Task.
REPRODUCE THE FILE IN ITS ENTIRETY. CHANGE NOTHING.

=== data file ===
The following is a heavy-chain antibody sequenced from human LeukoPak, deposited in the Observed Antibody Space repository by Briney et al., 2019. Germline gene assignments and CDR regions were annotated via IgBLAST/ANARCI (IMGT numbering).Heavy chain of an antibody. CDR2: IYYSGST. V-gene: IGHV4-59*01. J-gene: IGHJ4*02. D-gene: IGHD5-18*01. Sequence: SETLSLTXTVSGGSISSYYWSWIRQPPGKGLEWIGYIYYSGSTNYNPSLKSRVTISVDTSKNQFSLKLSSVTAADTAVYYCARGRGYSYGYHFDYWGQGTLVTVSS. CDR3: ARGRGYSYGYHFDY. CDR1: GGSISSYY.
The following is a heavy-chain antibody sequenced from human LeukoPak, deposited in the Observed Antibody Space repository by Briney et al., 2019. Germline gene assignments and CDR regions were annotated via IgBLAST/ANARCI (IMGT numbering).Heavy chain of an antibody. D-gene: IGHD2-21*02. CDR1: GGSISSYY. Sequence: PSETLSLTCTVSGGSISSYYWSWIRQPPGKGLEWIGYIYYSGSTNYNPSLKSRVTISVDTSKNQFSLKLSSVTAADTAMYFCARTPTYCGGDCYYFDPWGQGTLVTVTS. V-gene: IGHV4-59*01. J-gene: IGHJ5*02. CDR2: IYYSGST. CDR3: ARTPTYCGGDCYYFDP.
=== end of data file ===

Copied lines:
The following is a heavy-chain antibody sequenced from human LeukoPak, deposited in the Observed Antibody Space repository by Briney et al., 2019. Germline gene assignments and CDR regions were annotated via IgBLAST/ANARCI (IMGT numbering).Heavy chain of an antibody. CDR2: IYYSGST. V-gene: IGHV4-59*01. J-gene: IGHJ4*02. D-gene: IGHD5-18*01. Sequence: SETLSLTXTVSGGSISSYYWSWIRQPPGKGLEWIGYIYYSGSTNYNPSLKSRVTISVDTSKNQFSLKLSSVTAADTAVYYCARGRGYSYGYHFDYWGQGTLVTVSS. CDR3: ARGRGYSYGYHFDY. CDR1: GGSISSYY.
The following is a heavy-chain antibody sequenced from human LeukoPak, deposited in the Observed Antibody Space repository by Briney et al., 2019. Germline gene assignments and CDR regions were annotated via IgBLAST/ANARCI (IMGT numbering).Heavy chain of an antibody. D-gene: IGHD2-21*02. CDR1: GGSISSYY. Sequence: PSETLSLTCTVSGGSISSYYWSWIRQPPGKGLEWIGYIYYSGSTNYNPSLKSRVTISVDTSKNQFSLKLSSVTAADTAMYFCARTPTYCGGDCYYFDPWGQGTLVTVTS. V-gene: IGHV4-59*01. J-gene: IGHJ5*02. CDR2: IYYSGST. CDR3: ARTPTYCGGDCYYFDP.